The 2008 profile of Kromberg’s role cited one legal expert who referred to Kromberg as a “loose cannon.” Stephen Gillers, a legal ethics expert at New York University Law School, told the Washington Post, “If I were the Justice Department, I wouldn’t want him on the front lines of these highly visible, highly contentious prosecutions.” (Kromberg declined to comment to the Washington Post at the time.)

Despite the plea deal and planned deportation, Al-Arian’s ordeal went on for nine more years, continuing all the way until 2015, as Kromberg tried to drag him into providing more testimony in other cases and had him imprisoned again, for contempt, until he was finally deported.

Kromberg has been accused by civil rights groups of being motivated by anti-Muslim animus in many of his prosecutions, including one case in which he was accused of mocking the family of a terrorism suspect who had experienced torture in Saudi custody; he allegedly told them that their son is “no good for us here, he has no fingernails left.” (Kromberg declined to comment on the allegation at the time.)

According to affidavits filed by opposing counsel about his conduct, Kromberg allegedly criticized “the Islamization of the American justice system,” and denied appeals to accommodate Muslim defendants during Ramadan on the grounds that if “they can kill each other during Ramadan, they can appear before a grand jury.” These sentiments appear to have deep ideological roots. In personal diaries published by Kromberg online in the past, he espoused extreme views on the Israel-Palestine conflict, referring to the Israeli-occupied West Bank as “Judea and Samaria.”

Despite his checkered track record, Kromberg has continued to hold a high position in the Justice Department. In addition to his current role in the Assange extradition, he has also continued to prosecute high-profile terrorism cases.

In 2017, Kromberg prosecuted the case of a D.C. police officer accused of buying gift cards in support of terrorism, charges that arose from a controversial sting operation. In court, Kromberg leveled eyebrow-raising allegations that the suspect was both a supporter of the jihadist group Islamic State as well as the World War II-era German Nazi Party on the grounds that he owned historical paraphernalia. Referring to an anonymous online commenter who had called the defendant “Muslim-Nazi scum,” Kromberg argued in court, “Whether or not that’s true, I don’t know the answer to that. But the point is that the Nazi stuff in this case is very much related to the, to the ISIS stuff.”

Assange’s case has been largely ignored in the U.S. press, considering the potential implications of his prosecution under the Espionage Act. Kromberg’s key role, however, suggests that the Justice Department is not taking the implications of the case on its end lightly. Legal observers say that the incredible extent that the government is going to level these charges, spending years pursuing Assange in various forms, and placing one of its most aggressive prosecutors on the case all sends a dire message to those who would publish classified information in the future.

“This case is incredibly problematic, and we do believe it is politicized,” said Rebecca Vincent, the director of international campaigns at Reporters Without Borders. “What we’ve seen so far are very powerful interests throwing everything they’ve got at one person. Regardless of what happens next, that in and of itself will have a significant impact on national security reporting. Very few people are going to be willing to go through what he has gone through for over a decade.”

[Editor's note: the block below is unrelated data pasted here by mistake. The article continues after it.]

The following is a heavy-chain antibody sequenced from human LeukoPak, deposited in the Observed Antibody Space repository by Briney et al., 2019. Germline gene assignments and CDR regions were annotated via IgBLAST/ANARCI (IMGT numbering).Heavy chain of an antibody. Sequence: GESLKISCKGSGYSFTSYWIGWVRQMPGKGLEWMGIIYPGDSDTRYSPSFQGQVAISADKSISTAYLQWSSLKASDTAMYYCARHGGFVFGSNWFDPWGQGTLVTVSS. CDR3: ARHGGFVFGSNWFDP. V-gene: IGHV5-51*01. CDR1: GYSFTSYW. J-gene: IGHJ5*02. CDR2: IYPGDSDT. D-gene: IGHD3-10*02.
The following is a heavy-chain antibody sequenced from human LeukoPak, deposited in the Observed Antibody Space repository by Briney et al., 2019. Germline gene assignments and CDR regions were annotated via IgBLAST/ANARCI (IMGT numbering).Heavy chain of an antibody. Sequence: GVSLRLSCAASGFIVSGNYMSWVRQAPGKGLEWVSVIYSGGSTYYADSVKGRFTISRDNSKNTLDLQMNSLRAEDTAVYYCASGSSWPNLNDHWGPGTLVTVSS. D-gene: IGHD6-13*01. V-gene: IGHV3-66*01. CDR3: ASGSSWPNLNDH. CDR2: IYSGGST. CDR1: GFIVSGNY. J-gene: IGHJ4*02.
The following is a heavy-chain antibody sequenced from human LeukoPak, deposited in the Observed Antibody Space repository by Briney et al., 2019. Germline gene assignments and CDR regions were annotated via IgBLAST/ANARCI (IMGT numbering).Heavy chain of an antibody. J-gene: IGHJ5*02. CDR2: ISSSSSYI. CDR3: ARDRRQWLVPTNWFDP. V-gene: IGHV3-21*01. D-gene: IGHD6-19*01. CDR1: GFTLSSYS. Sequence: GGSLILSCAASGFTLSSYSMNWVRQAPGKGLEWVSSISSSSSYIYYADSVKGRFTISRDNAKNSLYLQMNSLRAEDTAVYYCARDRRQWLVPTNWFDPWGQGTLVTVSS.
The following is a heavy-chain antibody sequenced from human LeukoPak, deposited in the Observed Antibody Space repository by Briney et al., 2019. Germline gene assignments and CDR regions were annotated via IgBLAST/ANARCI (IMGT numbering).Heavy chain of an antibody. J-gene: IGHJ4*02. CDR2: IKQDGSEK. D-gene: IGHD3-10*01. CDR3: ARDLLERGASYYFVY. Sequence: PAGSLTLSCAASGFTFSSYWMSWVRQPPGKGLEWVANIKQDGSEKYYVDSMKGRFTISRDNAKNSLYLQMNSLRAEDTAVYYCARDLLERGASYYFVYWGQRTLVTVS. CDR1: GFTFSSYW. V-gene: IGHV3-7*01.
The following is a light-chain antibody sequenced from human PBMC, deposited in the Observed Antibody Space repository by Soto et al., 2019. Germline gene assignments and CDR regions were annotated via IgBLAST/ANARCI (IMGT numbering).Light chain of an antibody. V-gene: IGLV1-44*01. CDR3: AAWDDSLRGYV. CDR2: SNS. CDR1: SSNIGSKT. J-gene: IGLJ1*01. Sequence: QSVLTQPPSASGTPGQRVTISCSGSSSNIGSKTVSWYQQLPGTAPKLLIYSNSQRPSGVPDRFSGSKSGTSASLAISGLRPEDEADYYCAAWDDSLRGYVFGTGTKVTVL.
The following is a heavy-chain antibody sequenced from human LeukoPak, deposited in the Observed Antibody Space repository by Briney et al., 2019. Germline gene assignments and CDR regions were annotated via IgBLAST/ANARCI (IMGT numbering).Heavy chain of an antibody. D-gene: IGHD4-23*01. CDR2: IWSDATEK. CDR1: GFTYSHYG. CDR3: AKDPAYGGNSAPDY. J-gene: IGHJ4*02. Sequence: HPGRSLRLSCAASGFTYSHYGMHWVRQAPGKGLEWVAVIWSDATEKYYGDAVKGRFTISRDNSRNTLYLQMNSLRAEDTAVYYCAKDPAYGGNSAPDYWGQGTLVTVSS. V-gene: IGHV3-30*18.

Vincent, who has been an observer on the case for Reporters Without Borders, said that the psychological and physical pressure of years of incarceration has taken a toll on Assange. His deteriorating condition and the likely further harm that he would suffer in U.S. prisons have been a key stumbling block in the effort so far to extradite him. A disclosure from the appeals case last week reported by the New York Times indicated that the U.S. government had consented to Assange being held in Australian custody, but only if the Australian government consented to the transfer and after all appeals in Assange’s case had been exhausted.

In a dark irony, Kromberg happened to be the one making the case in U.K. courts this past January that Assange might not have it so bad if he were held in U.S. custody. Prior court documents from Assange’s extradition hearing cited Kromberg to state expectations that Assange would be held in a highly restrictive supermax prison once sent to the U.S. were “purely speculative,” quoting him further to say that “the philosophy of the [Bureau of Prisons] is to house all inmates in the least restrictive environment appropriate for the inmate.”

Assange has become a polarizing figure in the U.S., with detractors and supporters divided over the nature of his work and motivations, particularly since the 2016 U.S. presidential elections, where he was believed to have acted in support of Donald Trump’s candidacy. Press freedom experts say that irrespective of people’s personal opinions on Assange, if he is successfully extradited and convicted on Espionage Act charges for publishing classified information, the consequences for the future of national security journalism in the U.S. would be grave.

“Lots of people hate Julian Assange, his opinions, and his tactics, but if you look at the Espionage Act charges that he faces, they wholly relate to speaking to sources, asking for more information, receiving or holding classified information, and then publishing a subset of that information,” said the Freedom of the Press Foundation’s Timm. “Whatever anyone thinks of Assange, or whether they think he’s a journalist or not, those actions are what journalists do all the time.”

Timm added, “If the U.S. government is successful in prosecuting Assange for those actions, there would be nothing stopping it from prosecuting New York Times or Washington Post reporters on the same grounds in the future.”




Murtaza Hussain – murtaza.hussain@​theintercept.com


Go to Original – theintercept.com